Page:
Etheostoma exile (Girard, 1859)
member of the Perch Family (Percidae)
Stream name, County, State day month year
In a Name?
Do They Live?
The Iowa darter is another colorful darter that can be found throughout Minnesota, but it is most common in the waters of central and northern Minnesota. Unlike most darters, Iowa darters prefer still or slow-moving water. The medium to small lakes, bog ponds, streams, and slow rivers that they live in tend to have clear to moderately turbid (cloudy) waters with plenty of submerged aquatic plants and algae. Iowa darters often live with blackchin shiners, northern redbelly dace, creek chubs, bluntnose minnows and sometimes Johnny darters.
Big Do They Get?
Do They Eat?
In lakes and ponds Iowa darters eat mostly copepods, waterfleas of various sorts, and midge larvae. As they grow they add sideswimmers and larger midge larvae. In streams and rivers Iowa darters eat mostly midge and mayfly larvae.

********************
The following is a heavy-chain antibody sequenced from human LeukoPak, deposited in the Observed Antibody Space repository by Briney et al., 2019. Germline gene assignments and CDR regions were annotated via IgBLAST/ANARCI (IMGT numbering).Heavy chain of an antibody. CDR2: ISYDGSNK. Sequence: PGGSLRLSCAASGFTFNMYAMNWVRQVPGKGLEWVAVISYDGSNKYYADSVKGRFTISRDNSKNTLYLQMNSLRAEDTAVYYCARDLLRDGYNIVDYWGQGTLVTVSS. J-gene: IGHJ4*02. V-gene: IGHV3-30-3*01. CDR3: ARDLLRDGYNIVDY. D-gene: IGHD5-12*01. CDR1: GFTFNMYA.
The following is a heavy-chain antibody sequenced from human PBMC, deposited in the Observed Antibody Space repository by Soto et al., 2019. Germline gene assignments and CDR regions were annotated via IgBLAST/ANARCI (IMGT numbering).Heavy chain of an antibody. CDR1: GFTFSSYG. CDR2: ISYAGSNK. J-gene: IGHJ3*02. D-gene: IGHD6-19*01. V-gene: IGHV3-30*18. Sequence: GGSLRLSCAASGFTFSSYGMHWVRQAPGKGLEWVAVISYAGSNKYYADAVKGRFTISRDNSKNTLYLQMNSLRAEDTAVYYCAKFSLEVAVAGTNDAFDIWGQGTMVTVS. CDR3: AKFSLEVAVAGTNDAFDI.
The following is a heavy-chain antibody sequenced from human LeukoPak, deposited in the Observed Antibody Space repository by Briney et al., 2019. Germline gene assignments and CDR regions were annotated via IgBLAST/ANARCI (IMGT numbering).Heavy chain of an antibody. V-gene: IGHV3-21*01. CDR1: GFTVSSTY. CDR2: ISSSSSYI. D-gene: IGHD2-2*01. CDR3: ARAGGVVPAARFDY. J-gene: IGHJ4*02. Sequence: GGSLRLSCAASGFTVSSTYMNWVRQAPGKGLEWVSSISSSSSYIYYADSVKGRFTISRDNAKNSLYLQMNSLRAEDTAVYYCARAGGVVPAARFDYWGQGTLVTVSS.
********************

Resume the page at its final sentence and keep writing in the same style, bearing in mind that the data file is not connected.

Do They Reproduce?
Permission is granted for the non-commercial educational or scientific use of the text and images on this Web document. Please credit the author or authors listed below.
Photographs by Konrad P. Schmidt
Text by Nicole Paulson & Jay T. Hatch in cooperation with
the Minnesota Department of Natural Resources' MinnAqua Aquatic Program
This page developed with funds from the
MinnAqua Program (Minnesota Department of Natural Resources, Division of Fisheries)
Sport Fish Restoration Program (Fish and Wildlife Service, US Department of the Interior)
Maintained by Jay T. Hatch
General College and James Ford Bell Museum of Natural History
University of Minnesota, Minneapolis/St. Paul
Last updated 23 October 2002